Provide the right food, plants, water and shelter, and the little birds will move right in.
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Ruby-throated hummingbird feeding

In the Midwest, ruby-throated hummingbirds return from Mexico and Central America each spring hungry for nectar-rich native plants. Follow these simple tips to attract hummingbirds to your garden (and keep them coming back!).

Hang a Feeder

Homemade hummingbird food is simple: Fill feeders with a 4 to 1 water-to-sugar ratio, and skip the red food coloring—the feeder alone will attract them, and dye can be harmful to birds in large concentrations. Hang multiple feeders around your yard to reduce fighting between males, and aim for spots more sheltered from the elements. Clean out feeders every few days or whenever the nectar becomes cloudy.

Plant a Feast

Sharon Lloyd, public programs instructor at the Missouri Botanical Garden, says to make sure you have plants blooming throughout the summer so the birds always have something to feast on. Start with early bloomers like columbine, then stagger others, like royal catchfly, cardinal flower and red buckeye, throughout the season. Although they're most attracted to red and orange blooms, hummingbirds also visit black and blue salvia, foxglove, beardtongue and bee balm.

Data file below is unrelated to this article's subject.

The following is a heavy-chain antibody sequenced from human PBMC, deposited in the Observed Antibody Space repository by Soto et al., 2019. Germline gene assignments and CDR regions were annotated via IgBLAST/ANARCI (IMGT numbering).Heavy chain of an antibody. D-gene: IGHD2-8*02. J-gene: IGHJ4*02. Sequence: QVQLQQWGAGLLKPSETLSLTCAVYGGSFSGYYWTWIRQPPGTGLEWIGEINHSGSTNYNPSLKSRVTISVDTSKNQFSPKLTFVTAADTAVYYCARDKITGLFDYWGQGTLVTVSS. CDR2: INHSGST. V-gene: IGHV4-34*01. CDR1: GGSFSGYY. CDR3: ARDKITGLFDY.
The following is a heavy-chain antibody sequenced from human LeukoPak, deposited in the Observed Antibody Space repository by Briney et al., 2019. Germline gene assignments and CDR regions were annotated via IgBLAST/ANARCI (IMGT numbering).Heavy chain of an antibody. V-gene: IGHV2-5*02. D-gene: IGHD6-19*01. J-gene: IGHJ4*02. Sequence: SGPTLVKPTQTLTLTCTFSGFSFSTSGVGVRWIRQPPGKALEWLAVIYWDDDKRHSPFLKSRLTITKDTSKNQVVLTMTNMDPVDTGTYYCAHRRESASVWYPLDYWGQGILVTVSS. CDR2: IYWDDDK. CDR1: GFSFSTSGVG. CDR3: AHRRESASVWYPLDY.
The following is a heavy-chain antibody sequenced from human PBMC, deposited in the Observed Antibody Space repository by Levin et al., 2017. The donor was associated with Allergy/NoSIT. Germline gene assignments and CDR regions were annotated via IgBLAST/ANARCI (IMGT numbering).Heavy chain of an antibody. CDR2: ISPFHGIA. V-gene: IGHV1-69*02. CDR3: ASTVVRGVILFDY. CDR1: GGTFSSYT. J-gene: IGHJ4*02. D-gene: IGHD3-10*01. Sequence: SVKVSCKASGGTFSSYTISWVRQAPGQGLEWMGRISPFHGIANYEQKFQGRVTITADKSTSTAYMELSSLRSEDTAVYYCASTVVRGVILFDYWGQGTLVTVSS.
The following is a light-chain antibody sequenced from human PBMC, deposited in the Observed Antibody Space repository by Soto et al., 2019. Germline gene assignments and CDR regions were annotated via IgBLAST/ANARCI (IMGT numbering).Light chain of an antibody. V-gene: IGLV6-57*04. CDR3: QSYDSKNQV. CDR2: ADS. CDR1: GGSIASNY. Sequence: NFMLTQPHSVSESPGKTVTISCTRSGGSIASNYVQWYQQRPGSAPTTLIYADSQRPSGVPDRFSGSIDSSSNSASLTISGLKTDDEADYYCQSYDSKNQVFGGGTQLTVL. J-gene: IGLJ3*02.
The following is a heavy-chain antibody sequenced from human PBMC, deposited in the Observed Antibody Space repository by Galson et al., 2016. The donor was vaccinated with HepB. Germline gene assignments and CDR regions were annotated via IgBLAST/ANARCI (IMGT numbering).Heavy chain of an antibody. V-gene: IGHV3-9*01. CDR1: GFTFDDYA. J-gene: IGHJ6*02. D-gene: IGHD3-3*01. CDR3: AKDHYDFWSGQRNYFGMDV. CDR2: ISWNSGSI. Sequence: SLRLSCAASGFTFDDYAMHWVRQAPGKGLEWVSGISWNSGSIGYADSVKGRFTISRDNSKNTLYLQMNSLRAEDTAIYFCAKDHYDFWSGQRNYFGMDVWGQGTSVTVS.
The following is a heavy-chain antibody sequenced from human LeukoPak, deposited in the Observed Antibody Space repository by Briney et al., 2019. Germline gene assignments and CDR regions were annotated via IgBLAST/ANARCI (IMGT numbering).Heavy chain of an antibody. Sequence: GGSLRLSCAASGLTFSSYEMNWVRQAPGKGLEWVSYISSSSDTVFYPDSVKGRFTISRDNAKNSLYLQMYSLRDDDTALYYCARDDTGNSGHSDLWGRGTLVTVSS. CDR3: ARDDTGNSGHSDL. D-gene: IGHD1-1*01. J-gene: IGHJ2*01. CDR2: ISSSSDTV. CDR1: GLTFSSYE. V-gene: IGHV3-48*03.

rockin deep purple salvia
Hummingbirds love Rockin' Deep Purple Salvia.
| Credit: Gabriela Herman

Think Native

Hummingbirds don't just sip nectar. They need insects for protein, too— especially after their jellybean-size eggs hatch and they have little ones to feed. Native plants will attract more healthy bugs to your yard, but be sure to hold off on any chemicals that might make their way to the birds. 

Provide Respite

To hide from hungry hawks, hummingbirds like trees and shrubs near their nectar spots. They also need fresh water, but hummingbirds won't go for deep birdbaths, Lloyd says. Instead, provide a super-shallow pool, or add a mister or bubbler to your birdbath.